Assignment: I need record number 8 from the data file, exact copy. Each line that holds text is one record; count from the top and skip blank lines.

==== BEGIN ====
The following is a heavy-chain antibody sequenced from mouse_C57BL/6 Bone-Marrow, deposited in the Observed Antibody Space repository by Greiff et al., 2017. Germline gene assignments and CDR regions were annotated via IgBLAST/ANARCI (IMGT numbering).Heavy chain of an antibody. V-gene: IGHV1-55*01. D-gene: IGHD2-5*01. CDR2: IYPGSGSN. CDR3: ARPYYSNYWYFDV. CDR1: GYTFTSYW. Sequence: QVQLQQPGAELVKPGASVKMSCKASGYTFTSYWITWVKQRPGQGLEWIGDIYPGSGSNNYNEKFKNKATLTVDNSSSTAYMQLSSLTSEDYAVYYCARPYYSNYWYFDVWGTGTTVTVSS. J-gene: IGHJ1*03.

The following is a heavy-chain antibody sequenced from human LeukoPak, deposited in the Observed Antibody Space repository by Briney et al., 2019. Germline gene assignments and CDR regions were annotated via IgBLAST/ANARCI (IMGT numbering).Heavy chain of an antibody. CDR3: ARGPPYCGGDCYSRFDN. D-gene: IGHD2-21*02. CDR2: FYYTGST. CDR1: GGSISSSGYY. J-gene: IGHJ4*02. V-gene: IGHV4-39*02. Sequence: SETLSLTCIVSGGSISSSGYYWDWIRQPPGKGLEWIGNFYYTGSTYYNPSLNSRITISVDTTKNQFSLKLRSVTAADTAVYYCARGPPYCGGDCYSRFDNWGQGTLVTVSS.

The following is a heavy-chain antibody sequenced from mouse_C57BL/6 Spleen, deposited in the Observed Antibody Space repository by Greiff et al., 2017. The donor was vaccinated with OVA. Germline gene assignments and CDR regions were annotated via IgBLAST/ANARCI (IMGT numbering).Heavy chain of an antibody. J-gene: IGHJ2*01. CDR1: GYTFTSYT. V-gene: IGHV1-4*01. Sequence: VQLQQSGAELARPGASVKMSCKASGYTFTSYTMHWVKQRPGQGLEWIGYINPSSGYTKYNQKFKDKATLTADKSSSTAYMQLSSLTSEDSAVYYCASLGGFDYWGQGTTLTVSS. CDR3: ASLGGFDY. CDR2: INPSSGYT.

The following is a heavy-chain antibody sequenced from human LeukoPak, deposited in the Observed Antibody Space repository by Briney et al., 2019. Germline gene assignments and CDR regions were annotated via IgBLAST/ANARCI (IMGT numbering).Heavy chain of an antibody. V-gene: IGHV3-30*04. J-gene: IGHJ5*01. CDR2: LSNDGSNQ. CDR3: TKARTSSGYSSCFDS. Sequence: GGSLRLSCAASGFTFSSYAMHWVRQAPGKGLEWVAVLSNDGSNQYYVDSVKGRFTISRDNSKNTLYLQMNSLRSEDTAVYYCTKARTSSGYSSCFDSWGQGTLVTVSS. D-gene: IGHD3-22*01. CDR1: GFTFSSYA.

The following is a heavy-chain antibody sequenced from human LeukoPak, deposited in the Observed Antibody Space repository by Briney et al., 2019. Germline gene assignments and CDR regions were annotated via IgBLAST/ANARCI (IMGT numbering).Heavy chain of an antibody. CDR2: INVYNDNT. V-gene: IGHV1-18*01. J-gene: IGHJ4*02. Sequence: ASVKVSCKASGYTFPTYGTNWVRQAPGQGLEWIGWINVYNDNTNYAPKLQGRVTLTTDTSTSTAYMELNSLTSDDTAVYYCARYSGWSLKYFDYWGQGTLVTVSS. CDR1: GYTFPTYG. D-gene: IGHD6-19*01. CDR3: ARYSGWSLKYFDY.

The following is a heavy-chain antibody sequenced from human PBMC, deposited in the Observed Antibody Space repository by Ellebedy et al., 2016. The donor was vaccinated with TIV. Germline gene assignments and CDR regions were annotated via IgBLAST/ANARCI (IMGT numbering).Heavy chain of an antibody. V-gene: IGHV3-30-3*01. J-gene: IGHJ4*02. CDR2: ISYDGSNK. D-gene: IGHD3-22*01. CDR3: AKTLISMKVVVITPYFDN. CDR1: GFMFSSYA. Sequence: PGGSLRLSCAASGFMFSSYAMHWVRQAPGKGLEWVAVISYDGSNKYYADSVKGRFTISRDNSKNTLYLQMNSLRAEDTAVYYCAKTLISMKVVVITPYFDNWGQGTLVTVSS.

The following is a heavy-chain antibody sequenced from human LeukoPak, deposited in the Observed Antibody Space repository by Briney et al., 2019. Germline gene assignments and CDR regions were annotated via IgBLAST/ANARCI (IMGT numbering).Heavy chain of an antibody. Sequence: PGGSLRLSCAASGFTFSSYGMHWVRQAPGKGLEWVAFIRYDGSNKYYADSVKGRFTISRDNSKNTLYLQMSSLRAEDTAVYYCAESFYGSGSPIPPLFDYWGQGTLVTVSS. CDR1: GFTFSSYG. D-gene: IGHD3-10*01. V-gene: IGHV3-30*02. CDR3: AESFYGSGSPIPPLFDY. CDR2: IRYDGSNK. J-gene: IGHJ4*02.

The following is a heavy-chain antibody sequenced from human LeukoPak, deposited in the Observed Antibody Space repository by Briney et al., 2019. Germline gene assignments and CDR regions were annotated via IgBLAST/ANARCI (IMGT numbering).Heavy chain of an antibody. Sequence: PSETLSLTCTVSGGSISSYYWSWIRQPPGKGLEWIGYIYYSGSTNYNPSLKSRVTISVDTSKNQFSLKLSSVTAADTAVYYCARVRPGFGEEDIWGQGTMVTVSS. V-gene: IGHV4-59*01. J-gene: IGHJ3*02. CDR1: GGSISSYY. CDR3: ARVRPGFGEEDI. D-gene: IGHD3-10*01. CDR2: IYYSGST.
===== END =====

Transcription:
The following is a heavy-chain antibody sequenced from human LeukoPak, deposited in the Observed Antibody Space repository by Briney et al., 2019. Germline gene assignments and CDR regions were annotated via IgBLAST/ANARCI (IMGT numbering).Heavy chain of an antibody. Sequence: PSETLSLTCTVSGGSISSYYWSWIRQPPGKGLEWIGYIYYSGSTNYNPSLKSRVTISVDTSKNQFSLKLSSVTAADTAVYYCARVRPGFGEEDIWGQGTMVTVSS. V-gene: IGHV4-59*01. J-gene: IGHJ3*02. CDR1: GGSISSYY. CDR3: ARVRPGFGEEDI. D-gene: IGHD3-10*01. CDR2: IYYSGST.